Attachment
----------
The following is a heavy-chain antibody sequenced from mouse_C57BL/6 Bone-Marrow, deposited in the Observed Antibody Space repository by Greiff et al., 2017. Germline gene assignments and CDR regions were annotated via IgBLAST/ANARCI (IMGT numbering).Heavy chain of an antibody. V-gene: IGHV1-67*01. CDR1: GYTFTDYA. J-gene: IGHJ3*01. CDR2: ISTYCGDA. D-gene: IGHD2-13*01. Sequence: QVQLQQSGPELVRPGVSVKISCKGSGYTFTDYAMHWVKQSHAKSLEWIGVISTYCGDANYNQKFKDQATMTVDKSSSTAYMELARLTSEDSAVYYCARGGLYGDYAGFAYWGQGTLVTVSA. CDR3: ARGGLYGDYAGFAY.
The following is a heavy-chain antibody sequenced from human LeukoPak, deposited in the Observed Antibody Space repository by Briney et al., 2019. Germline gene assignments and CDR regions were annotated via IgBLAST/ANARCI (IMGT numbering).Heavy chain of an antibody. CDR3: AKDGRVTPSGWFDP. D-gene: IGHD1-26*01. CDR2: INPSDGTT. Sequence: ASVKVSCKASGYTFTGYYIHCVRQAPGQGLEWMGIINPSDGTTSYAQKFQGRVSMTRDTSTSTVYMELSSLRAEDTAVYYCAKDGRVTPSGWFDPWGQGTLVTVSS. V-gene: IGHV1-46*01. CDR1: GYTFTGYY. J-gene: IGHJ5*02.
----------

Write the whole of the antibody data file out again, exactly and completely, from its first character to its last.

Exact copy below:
The following is a heavy-chain antibody sequenced from mouse_C57BL/6 Bone-Marrow, deposited in the Observed Antibody Space repository by Greiff et al., 2017. Germline gene assignments and CDR regions were annotated via IgBLAST/ANARCI (IMGT numbering).Heavy chain of an antibody. V-gene: IGHV1-67*01. CDR1: GYTFTDYA. J-gene: IGHJ3*01. CDR2: ISTYCGDA. D-gene: IGHD2-13*01. Sequence: QVQLQQSGPELVRPGVSVKISCKGSGYTFTDYAMHWVKQSHAKSLEWIGVISTYCGDANYNQKFKDQATMTVDKSSSTAYMELARLTSEDSAVYYCARGGLYGDYAGFAYWGQGTLVTVSA. CDR3: ARGGLYGDYAGFAY.
The following is a heavy-chain antibody sequenced from human LeukoPak, deposited in the Observed Antibody Space repository by Briney et al., 2019. Germline gene assignments and CDR regions were annotated via IgBLAST/ANARCI (IMGT numbering).Heavy chain of an antibody. CDR3: AKDGRVTPSGWFDP. D-gene: IGHD1-26*01. CDR2: INPSDGTT. Sequence: ASVKVSCKASGYTFTGYYIHCVRQAPGQGLEWMGIINPSDGTTSYAQKFQGRVSMTRDTSTSTVYMELSSLRAEDTAVYYCAKDGRVTPSGWFDPWGQGTLVTVSS. V-gene: IGHV1-46*01. CDR1: GYTFTGYY. J-gene: IGHJ5*02.